Try saying this five times real fast “Cistercian monks have a secret of Silver in Saxony.” OK, I made that up; but, it does sum up Olbernhau quite nicely (and has some ring to it).
Olbernhau credits Cistercian monks with the founding of this Saxonian town somewhere back in the 13th century. That’s just about when “ore” was discovered. Hmm, I guess they don’t call them the Ore Mountains (that surround the area) for nothing.
Mining was huge to Olbernhau’s local economy for many centuries after that. The fact that it also lied on the trading “Silver Route” also helped, I’m sure.
Monies from all the commerce helped to fund the building of the Olbernhauer Church on the Market Square — which still stands today. It’s a somber looking building with gray walls and black roof and “onion” dome — but, doesn’t look out of place on the cobblestone street for some reason.
Also not out of place is Olbernhau’s Local History Museum (Heimatmuseum). It’s more like a local tradition museum, though, with stories of life in and around town. It’s worth the 3 Euro entrance fee to see what life was like in this small mining community. The museum is quite family friendly and offers a “family” admittance price.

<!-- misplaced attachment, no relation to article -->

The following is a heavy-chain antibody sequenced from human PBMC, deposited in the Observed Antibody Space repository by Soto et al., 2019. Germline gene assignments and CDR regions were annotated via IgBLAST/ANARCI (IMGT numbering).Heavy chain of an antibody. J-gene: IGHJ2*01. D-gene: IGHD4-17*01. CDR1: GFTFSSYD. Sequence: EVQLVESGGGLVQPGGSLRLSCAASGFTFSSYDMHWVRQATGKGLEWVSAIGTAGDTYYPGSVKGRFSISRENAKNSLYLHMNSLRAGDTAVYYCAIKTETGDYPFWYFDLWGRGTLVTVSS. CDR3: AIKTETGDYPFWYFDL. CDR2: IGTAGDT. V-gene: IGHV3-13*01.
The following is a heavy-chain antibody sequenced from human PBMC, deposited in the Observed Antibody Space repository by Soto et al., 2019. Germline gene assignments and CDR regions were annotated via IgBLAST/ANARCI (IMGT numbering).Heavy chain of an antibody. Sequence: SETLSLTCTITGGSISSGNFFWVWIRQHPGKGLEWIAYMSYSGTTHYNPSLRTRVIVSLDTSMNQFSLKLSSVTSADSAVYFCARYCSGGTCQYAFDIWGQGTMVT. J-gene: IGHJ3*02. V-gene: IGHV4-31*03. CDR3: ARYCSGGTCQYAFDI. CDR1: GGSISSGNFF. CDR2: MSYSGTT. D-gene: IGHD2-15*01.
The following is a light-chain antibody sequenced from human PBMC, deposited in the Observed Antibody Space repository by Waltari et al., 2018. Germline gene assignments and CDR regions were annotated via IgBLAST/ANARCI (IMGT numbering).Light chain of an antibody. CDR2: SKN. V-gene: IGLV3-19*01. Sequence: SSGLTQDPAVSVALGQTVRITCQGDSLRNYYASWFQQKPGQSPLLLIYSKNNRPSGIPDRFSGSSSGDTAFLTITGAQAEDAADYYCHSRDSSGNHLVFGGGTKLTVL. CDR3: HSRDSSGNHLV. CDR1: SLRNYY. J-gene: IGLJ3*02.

Life in Olbernhau is more than just its mining roots and an outdoor craft museum. They got sports here, too, with miniature golfing, bowling, tennis, and skiing (yes, it snows here in the winter). The walking and cycling paths through the mountain countryside might be a challenge; but, OH SO gorgeous. Don’t go too far, you’ll overshoot Germany completely & wind up in the neighboring Czech Republic (only a few kilometers away).
August brings on the Olbernhauer Radtour, a bicycling event that’s a big hit with locals and visitors alike. And if you’re here in December, join in the Christmas festivities with a carol sing-along.
For any other kind of sightseeing or cultural activity the local tourism office is a mighty big help. Ask them for help getting your fishing license, so you can sit by the crystal waters in the City of Seven Valleys or Stadt der sieben Täler, which Olbernhau is also called.
Now, that has some ring to it! ;-)